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Australian pension giant plans to double PE assets over next four years 

Australia’s largest pension fund AustralianSuper intends to nearly double its private equity assets over the next four years, a decision that comes as deal activity picks up following a period of reduced activity due to higher borrowing costs, according to a report by Bloomberg. 

AustralianSuper currently oversees A$330bn ($215bn) in AUM and aims to increase its private equity allocation from the current 5% to as much as 9% of its portfolio, a shift that is expected to raise total volumes to approximately A$35bn. This goal revises a previously announced 7% target that was set two years ago for 2024.

The report cites Mark Delaney, Chief Investment Officer at AustralianSuper, in an interview, who expected activity to rise and valuations to climb after a recent shallow pullback. He also noted that private equity prices had already hit their lows but had not reached the same affordability levels as previous downturns.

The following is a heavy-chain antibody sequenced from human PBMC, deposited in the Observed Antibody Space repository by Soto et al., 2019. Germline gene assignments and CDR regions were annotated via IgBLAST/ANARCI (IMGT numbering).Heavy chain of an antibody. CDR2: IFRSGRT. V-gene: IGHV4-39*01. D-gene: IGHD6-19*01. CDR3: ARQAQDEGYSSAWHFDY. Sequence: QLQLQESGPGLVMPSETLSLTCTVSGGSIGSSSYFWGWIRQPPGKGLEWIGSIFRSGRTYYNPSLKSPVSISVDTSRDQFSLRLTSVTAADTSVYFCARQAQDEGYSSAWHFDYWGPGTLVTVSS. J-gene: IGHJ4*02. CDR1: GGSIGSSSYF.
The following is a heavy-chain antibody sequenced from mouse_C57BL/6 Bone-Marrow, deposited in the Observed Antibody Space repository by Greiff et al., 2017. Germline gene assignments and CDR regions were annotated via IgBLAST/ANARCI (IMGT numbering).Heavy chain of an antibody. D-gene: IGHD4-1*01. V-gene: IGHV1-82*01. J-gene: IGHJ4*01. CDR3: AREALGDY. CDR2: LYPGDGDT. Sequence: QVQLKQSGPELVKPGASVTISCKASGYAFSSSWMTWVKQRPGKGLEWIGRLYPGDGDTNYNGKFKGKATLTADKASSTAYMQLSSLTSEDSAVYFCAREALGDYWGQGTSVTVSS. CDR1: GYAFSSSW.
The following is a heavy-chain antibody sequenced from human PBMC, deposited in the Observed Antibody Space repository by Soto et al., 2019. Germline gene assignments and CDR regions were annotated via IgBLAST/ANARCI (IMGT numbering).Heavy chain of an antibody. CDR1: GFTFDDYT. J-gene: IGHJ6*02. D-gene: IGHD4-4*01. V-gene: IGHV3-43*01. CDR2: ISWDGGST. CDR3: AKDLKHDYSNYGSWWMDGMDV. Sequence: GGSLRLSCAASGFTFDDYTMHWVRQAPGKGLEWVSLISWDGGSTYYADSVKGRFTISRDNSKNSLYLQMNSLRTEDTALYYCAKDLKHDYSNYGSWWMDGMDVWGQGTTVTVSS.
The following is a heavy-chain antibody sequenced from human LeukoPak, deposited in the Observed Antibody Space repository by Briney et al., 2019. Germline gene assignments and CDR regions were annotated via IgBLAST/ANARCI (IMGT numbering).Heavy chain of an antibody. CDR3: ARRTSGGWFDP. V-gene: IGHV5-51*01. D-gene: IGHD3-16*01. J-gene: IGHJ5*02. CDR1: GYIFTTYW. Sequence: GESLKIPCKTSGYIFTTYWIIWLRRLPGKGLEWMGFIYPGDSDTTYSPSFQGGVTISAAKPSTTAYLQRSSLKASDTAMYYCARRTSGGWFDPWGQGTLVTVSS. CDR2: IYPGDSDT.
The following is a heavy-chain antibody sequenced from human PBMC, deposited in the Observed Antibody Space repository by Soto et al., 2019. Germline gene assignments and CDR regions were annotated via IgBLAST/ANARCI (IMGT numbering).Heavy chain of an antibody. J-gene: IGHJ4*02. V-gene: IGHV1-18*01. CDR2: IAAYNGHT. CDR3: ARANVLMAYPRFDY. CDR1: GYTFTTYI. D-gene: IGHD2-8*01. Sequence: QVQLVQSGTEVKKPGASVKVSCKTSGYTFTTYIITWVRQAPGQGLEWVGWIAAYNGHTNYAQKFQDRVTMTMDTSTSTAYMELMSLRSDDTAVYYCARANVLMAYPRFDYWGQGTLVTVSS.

AustralianSuper’s focus on private assets aligns with broader trends in the country’s A$3.7tn pension industry, driven by substantial inflows and growing demand for offshore investments. The fund collaborates with 12-15 external private equity firms and has bolstered its US presence through its New York office, which currently employs around 40 people.

While global private equity deals in Q1 2024 reached $232bn, a 9% increase from the previous year, this figure remains significantly below the peak observed in Q2 2021 (over $600bn). Sellers’ insistence on valuations similar to pre-interest rate hike levels has posed challenges for deal execution.

As part of its broader strategy to access unlisted markets, AustralianSuper also plans to triple its private credit allocation to A$15bn by 2030 and recently increased an investment mandate with private credit specialist Churchill Asset Management to $1.5bn from $250m.

Delaney described US pension plans as an “opportunity” given their maturity and inability to recycle capital.

The report cited December data from Preqin in revealing that dry powder sits at a record $2.1tn, indicating that competition for unlisted assets has broadly increased over the years, with Delaney adding that AustralianSuper sees “more than 100 deals per year”.

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